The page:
OpenVAS CentOS 6.x VM Appliance

The official OpenVAS documentation for CentOS Quick-Setup/Quick-Start installs has been in my experience rather incomplete. Following it verbatim has very often rendered an inoperable OpenVAS installation. The instructions that follow have been designed towards running the current version of OpenVAS on a CentOS 6.x VM as an appliance. In other words, the virtual OS environment is not meant to do anything other than serve the OpenVAS application. The instructions that follow may work in other environments, but your mileage may vary.

First off, set up your VM with at least 2048 MB of RAM, 64 GB of disk space, and preferably 2 CPU cores. Also, your virtual NIC should be set to “bridged” mode (as opposed to “NAT” or “Shared” mode). Install CentOS 6.x from the “minimal” ISO, making sure to pay attention to the network settings during setup (if you ignore them, your VM will not have an active network connection).

At this point, you’re ready to begin setting up your new OpenVAS environment…

First off, you’ll need to disable SELINUX — otherwise, OpenVAS’ aggressive scanning engine(s) won’t be able to function properly. Edit the configuration file:

vi /etc/selinux/config

…set SELINUX to disabled:


…and then reboot.

Afterwards, disable the firewall:

service iptables stop
chkconfig iptables off

Now you’ll need to install wget, and for accurate timekeeping, NTP:

yum -y install wget ntp

Next, you should enable and start the NTPD service:

chkconfig ntpd on
service ntpd start

Now, you need to grab the OpenVAS installer script:

wget -q -O - |sh

…and then update YUM:

yum -y update

Now it’s time to install OpenVAS:

yum -y install openvas

This shouldn’t take too long — maybe up to 30 minutes, depending on your available bandwidth. Once complete, run:


You will need to answer a few questions towards the end of the setup script, such as the credentials for an admin and a normal user account for OpenVAS. Just pay attention to the prompts, and answer them intelligently. During setup, an NVT Sync will occur. This means that the vulnerability scripts from the past ten years and beyond will be synchronized with your installation. This will take a significant amount of time to complete, possibly more than an hour, so be patient and don’t cancel out of the process. Once it had finished, do this:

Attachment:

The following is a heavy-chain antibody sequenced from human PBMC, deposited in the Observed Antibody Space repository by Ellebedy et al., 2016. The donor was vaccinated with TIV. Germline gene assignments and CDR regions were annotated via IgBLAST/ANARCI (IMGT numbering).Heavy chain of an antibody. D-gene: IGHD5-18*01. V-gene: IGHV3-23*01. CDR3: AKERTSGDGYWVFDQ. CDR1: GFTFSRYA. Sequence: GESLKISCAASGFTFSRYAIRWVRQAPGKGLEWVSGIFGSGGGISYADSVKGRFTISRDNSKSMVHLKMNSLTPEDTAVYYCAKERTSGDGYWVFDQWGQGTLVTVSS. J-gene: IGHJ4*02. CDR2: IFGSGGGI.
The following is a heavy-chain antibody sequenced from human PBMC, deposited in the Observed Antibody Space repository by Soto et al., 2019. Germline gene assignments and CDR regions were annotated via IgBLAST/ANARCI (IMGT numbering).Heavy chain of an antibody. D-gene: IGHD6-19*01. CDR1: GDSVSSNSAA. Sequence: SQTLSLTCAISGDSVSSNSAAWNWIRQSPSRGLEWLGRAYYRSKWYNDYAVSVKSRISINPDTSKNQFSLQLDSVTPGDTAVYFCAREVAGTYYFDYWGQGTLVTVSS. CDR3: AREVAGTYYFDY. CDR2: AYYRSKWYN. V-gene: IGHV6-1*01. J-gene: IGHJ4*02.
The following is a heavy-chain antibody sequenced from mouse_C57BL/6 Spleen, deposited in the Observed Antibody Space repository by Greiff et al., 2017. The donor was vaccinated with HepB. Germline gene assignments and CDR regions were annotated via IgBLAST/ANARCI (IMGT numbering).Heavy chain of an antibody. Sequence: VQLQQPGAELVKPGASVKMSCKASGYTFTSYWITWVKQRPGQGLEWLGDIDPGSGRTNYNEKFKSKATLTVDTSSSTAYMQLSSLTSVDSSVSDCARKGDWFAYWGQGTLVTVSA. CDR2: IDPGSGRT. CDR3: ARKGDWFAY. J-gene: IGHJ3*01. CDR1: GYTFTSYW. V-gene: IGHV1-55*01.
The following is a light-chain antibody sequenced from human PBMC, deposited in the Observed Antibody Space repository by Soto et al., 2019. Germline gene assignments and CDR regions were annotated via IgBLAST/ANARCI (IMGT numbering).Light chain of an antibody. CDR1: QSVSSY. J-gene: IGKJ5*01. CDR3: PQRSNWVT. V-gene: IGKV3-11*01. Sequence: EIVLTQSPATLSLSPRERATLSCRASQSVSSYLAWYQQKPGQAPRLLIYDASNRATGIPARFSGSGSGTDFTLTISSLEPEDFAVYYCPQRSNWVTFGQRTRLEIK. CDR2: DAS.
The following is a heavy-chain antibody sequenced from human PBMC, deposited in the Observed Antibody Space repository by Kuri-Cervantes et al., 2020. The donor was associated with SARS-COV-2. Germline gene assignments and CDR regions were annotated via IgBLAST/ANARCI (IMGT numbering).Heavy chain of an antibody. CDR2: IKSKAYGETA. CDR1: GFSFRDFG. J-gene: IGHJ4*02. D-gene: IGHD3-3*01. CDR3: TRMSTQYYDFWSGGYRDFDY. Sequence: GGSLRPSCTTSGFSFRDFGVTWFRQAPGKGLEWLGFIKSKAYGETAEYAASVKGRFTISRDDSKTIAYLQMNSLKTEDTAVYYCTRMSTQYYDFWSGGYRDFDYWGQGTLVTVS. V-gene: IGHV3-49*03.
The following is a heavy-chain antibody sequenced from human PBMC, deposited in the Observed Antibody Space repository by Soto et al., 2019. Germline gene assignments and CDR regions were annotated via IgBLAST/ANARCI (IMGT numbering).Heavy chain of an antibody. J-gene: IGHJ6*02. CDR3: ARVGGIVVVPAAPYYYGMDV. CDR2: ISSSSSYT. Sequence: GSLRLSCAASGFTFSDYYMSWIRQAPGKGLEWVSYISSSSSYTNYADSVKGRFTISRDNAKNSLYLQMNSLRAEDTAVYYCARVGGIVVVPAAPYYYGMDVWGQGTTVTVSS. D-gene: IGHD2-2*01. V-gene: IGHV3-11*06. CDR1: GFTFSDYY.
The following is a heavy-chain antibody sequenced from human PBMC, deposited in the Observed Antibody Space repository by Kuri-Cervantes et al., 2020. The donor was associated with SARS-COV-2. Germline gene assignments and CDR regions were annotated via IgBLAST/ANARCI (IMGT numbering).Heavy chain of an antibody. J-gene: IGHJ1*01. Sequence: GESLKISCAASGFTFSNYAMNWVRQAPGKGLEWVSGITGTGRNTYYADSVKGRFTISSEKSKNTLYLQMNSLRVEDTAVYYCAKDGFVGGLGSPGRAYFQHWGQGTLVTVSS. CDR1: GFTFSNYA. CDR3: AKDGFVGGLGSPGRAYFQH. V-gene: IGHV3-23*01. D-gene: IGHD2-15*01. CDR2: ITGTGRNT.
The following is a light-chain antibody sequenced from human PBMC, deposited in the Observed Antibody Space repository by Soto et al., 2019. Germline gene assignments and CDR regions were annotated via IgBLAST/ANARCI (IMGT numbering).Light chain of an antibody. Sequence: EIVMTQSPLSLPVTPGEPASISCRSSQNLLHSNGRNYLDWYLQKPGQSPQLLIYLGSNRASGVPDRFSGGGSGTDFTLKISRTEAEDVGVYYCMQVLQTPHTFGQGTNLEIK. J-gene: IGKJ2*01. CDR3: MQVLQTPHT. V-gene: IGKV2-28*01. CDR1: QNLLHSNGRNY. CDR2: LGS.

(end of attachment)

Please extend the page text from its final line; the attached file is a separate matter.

service openvas-manager stop

If you don’t, the next step will silently fail and you won’t be able to log into the web console. Next, do:


This step could also take a significant amount of time, depending on your appliance’s resources. In my experience, it should take less time than the initial ‘openvassd’ process. Now you should do:

openvasmd --migrate
openvasmd --rebuild
killall openvassd
service openvas-scanner start
service openvas-manager start

At this point, the installation is complete, but it doesn’t hurt to double-check everything, so run:


All results should return an [OK]. Finally, do:

service openvas-administrator restart

…and once you see [OK], point your browser to:


…and you’re ready to begin setting up your environment. Keep in mind the following:

  • Schedules are in GMT
  • Email Escalators rely on unfiltered outbound access to port 25/tcp. If your ISP blocks this type of access, ask them to unblock it. I spent over an hour troubleshooting this before deciding to contact my ISP (AT&T), and simply asking them nicely resulted in them removing the block in less than 10 minutes. I’m sure there’s some sort of workaround that may work, such as configuring postfix to send outbound mail on a different port, but after wasting numerous hours of my life, I wasn’t able to find one that worked for me. Just ask your ISP!
  • Only scan the nodes/networks that you have been granted permission to scan. It may be illegal to do so otherwise.
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